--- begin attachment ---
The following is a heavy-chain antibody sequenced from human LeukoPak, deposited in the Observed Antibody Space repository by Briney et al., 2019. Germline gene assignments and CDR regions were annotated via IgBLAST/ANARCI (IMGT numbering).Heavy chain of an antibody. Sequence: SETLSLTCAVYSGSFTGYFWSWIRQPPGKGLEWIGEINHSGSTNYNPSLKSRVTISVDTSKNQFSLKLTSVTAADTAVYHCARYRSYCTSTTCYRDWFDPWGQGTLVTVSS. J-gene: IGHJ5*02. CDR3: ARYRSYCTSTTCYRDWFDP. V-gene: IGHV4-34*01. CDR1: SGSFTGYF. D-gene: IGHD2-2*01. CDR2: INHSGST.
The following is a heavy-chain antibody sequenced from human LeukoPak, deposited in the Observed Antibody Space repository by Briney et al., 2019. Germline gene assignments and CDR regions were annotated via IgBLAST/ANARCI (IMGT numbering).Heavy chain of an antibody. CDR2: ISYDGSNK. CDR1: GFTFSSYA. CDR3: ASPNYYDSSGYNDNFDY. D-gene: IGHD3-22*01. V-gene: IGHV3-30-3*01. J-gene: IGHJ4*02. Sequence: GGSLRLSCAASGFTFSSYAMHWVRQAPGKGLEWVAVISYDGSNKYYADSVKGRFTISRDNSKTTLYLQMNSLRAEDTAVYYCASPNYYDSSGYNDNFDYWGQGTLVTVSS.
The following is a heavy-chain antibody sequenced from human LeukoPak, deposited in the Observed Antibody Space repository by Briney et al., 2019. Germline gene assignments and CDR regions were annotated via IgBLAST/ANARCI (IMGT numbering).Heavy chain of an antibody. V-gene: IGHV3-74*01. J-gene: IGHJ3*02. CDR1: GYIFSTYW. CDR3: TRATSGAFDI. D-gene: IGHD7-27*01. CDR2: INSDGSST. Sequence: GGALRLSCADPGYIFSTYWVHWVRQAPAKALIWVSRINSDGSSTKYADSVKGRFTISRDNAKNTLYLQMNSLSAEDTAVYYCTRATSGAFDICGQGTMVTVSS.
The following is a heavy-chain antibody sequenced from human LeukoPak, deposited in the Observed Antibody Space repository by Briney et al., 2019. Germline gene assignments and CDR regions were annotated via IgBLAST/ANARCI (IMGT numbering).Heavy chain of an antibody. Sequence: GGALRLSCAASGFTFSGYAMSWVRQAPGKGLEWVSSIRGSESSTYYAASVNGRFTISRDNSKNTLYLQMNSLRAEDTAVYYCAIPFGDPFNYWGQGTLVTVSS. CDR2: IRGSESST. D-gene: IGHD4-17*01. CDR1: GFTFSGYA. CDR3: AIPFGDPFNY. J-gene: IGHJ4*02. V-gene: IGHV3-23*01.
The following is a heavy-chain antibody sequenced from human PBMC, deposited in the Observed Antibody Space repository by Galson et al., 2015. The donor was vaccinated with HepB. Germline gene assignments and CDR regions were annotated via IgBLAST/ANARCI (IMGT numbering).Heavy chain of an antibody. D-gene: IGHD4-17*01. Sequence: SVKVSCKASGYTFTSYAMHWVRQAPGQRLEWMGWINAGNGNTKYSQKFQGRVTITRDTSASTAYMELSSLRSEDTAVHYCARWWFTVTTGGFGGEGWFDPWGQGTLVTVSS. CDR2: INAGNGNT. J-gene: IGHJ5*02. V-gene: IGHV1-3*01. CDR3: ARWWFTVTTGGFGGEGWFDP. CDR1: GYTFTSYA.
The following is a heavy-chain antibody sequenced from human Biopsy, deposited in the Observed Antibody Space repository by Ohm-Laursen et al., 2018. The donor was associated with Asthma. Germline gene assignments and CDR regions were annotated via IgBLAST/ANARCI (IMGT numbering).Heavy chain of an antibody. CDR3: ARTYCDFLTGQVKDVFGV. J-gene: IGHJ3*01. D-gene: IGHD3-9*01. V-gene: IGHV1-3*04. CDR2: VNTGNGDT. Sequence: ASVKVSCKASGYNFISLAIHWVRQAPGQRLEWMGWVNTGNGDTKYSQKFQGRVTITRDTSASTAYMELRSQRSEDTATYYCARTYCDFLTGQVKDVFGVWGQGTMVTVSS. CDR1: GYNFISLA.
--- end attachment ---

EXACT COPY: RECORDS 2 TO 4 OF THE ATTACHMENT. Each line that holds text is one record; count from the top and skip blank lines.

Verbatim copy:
The following is a heavy-chain antibody sequenced from human LeukoPak, deposited in the Observed Antibody Space repository by Briney et al., 2019. Germline gene assignments and CDR regions were annotated via IgBLAST/ANARCI (IMGT numbering).Heavy chain of an antibody. CDR2: ISYDGSNK. CDR1: GFTFSSYA. CDR3: ASPNYYDSSGYNDNFDY. D-gene: IGHD3-22*01. V-gene: IGHV3-30-3*01. J-gene: IGHJ4*02. Sequence: GGSLRLSCAASGFTFSSYAMHWVRQAPGKGLEWVAVISYDGSNKYYADSVKGRFTISRDNSKTTLYLQMNSLRAEDTAVYYCASPNYYDSSGYNDNFDYWGQGTLVTVSS.
The following is a heavy-chain antibody sequenced from human LeukoPak, deposited in the Observed Antibody Space repository by Briney et al., 2019. Germline gene assignments and CDR regions were annotated via IgBLAST/ANARCI (IMGT numbering).Heavy chain of an antibody. V-gene: IGHV3-74*01. J-gene: IGHJ3*02. CDR1: GYIFSTYW. CDR3: TRATSGAFDI. D-gene: IGHD7-27*01. CDR2: INSDGSST. Sequence: GGALRLSCADPGYIFSTYWVHWVRQAPAKALIWVSRINSDGSSTKYADSVKGRFTISRDNAKNTLYLQMNSLSAEDTAVYYCTRATSGAFDICGQGTMVTVSS.
The following is a heavy-chain antibody sequenced from human LeukoPak, deposited in the Observed Antibody Space repository by Briney et al., 2019. Germline gene assignments and CDR regions were annotated via IgBLAST/ANARCI (IMGT numbering).Heavy chain of an antibody. Sequence: GGALRLSCAASGFTFSGYAMSWVRQAPGKGLEWVSSIRGSESSTYYAASVNGRFTISRDNSKNTLYLQMNSLRAEDTAVYYCAIPFGDPFNYWGQGTLVTVSS. CDR2: IRGSESST. D-gene: IGHD4-17*01. CDR1: GFTFSGYA. CDR3: AIPFGDPFNY. J-gene: IGHJ4*02. V-gene: IGHV3-23*01.